I discussed how we can create a regional startup ecosystem network at the opening of the Paulson Center at DSU in August 2021. Watch my full talk in the video aboce.

South Dakota has some unique challenges when building community and capital resources for startup founders. We have a small and spread-out population compared to the rest of the country. There are also just fewer people working on developing high-growth technology startups at any given time, which makes it difficult to build a non-profit organization around helping such founders. If a community like Sioux Falls has one fundable technology startup every year, it would be impossible to build a non-profit to serve them because there would be nothing for them to do most of the time. This means startup community organizations in smaller communities either need to think more broadly about the types of organizations that they serve, or they need to serve a broader geographic area.

Given the realities of the startup landscape we live in, it’s probably time to think more broadly about what a regional startup ecosystem along the I-29 corridor looks like that spans from Omaha in the south to Fargo in the north. Emerging Prairie (Fargo), Startup Sioux Falls, the Paulson Center (Madison), and StartHub (Aberdeen) are great examples of what communities do when they prioritize new business formation, yet each organization is limited by the resources (talent, education, and capital) in their community. If these organizations were to become individual nodes in a broader network for startup resources, they would be able to offer both their own programming and have the opportunity to connect founders to a broader ecosystem of startup capital, community, mentorship, and other resources across the region.

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How do we do this? There are four general opportunities that will allow communities in the I-29 corridor to move in this direction:

  • Capital – We should expand the regional base of capital by offering true “first check” funding in coordination with state governments. We should continue fostering the network of South Dakota angel funds and expanding them into other states. Eventually there should be a later-stage fund that can offer $1-$1.5m capital into growing startups. Finally, we should make connections to national VC players.
  • Mentorship – We should develop a corridor-wide mentor network that provides an opportunity for startups in any community to receive mentorship on a wide range of topics. Startup Sioux Falls has a great head start with its mentor network, that already has more than 40 mentors. The East-river universities are working on an entrepreneur-in-residence program that will compliment existing efforts. Coordinating these efforts and expanding them to smaller communities will allow founders in rural communities to receive world-class mentorship remotely from other experienced founders and business professionals.
  • Creating an I-29 Startup Community – Entrepreneurs need to be able to relate to other entrepreneurs to succeed, and it’s difficult to do that in small communities that have relatively few founders. Perhaps it’s time to create a digital community of startup founders along the I-29 corridor that interact primarily online using Slack, Zoom, and Facebook groups. We could also think about what a regional 1 Million Cups event that is operated entirely on Zoom with different communities taking turns hosting the event each week. This community could be anchored by quarterly or annual in-person events in communities around the region.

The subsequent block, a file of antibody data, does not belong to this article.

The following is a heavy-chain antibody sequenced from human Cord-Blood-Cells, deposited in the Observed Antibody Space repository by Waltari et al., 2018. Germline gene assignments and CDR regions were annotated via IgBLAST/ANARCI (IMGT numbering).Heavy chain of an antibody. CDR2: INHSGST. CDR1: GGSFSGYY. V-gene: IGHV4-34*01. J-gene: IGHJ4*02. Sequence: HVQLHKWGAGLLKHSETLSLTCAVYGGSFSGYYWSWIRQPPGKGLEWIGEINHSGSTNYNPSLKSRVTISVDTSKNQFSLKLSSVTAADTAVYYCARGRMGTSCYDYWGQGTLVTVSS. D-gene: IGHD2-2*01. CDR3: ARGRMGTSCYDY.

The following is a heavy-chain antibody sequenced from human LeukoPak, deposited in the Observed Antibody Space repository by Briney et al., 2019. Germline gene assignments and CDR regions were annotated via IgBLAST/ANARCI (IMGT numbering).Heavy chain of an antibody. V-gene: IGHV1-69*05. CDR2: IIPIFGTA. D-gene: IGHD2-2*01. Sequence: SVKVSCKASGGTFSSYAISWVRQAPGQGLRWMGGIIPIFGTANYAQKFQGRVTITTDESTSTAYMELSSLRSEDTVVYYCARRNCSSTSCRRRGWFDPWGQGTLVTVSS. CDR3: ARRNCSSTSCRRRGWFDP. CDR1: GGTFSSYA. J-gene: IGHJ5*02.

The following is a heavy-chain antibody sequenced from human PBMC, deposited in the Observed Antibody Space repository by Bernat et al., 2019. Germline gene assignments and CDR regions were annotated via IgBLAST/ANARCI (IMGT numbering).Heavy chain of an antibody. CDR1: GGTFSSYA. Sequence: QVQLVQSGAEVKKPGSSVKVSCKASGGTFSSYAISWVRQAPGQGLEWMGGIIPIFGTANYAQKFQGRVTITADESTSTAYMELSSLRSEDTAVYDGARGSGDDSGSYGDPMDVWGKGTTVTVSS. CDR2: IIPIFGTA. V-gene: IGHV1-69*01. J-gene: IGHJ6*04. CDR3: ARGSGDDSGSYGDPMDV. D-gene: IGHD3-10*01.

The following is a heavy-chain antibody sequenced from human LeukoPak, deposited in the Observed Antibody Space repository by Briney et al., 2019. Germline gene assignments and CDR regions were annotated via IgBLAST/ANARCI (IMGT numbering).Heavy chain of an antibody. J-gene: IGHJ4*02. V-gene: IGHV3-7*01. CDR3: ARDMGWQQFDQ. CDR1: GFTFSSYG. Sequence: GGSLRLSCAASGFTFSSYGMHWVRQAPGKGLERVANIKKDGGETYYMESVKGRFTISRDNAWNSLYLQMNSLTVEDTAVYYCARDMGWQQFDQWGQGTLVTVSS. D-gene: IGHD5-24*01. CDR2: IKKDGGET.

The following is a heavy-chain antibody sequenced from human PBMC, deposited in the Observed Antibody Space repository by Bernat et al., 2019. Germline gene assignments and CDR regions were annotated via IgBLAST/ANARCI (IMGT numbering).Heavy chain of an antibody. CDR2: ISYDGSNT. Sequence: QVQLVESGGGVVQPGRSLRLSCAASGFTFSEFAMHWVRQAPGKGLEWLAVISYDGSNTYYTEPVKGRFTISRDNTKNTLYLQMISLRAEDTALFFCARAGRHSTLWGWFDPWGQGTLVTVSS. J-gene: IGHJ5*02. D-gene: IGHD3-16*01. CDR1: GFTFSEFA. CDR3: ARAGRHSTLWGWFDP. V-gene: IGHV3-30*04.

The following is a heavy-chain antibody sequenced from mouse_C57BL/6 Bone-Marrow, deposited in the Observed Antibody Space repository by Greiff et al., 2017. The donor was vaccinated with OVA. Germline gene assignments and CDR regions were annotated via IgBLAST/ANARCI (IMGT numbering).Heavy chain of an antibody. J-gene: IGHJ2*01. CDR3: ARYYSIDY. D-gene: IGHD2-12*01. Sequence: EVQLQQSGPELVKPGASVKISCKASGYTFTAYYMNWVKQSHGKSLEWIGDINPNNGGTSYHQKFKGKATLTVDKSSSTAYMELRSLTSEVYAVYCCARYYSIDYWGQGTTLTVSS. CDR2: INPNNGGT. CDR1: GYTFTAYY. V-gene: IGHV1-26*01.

• Fostering University Collaboration – One of the challenges that I see as an angel investor, is that university researchers often don’t want to commercialize their own work. They want to license the idea out and have someone else run with it. What if we could connect biomedical researchers at USD, cyber security researchers at DSU, or agricultural technology researchers at SDSU, and connect them with business students and business leaders across the university system? Our universities could develop a clearinghouse of research coming out of their schools that could be used to connect business-minded founders with new technology and research ideas throughout the I-29 corridor.


Over the next few years I think we need to gather some key stakeholders and start mapping out a regional startup ecosystem that spans from Omaha to Fargo that creates resources, capital, and community that our individual startup communities and organizations don’t have the resources to provide. Imagine what we could do if we could combine the efforts of Startup Sioux Falls, Emerging Prairie, the Paulson Center, SD Biotech, and universities across the I-29 corridor. We could build a startup ecosystem that rivals just about anywhere and provides the capital, the community, the mentorship, and the education that founders need to succeed with their startups.

If we think about who is best equipped to take the lead on such an effort today, it’s our universities. They have institutional track records, have an existing base of technology transfer efforts, have technology and business students graduating every year, and have the ability to attract state and donor funding. It will require some out of the box thinking and new levels of collaboration, but the challenges that we have to overcome are doable, and I think we should try to overcome them for the betterment of our founders, our communities, our universities, and the region.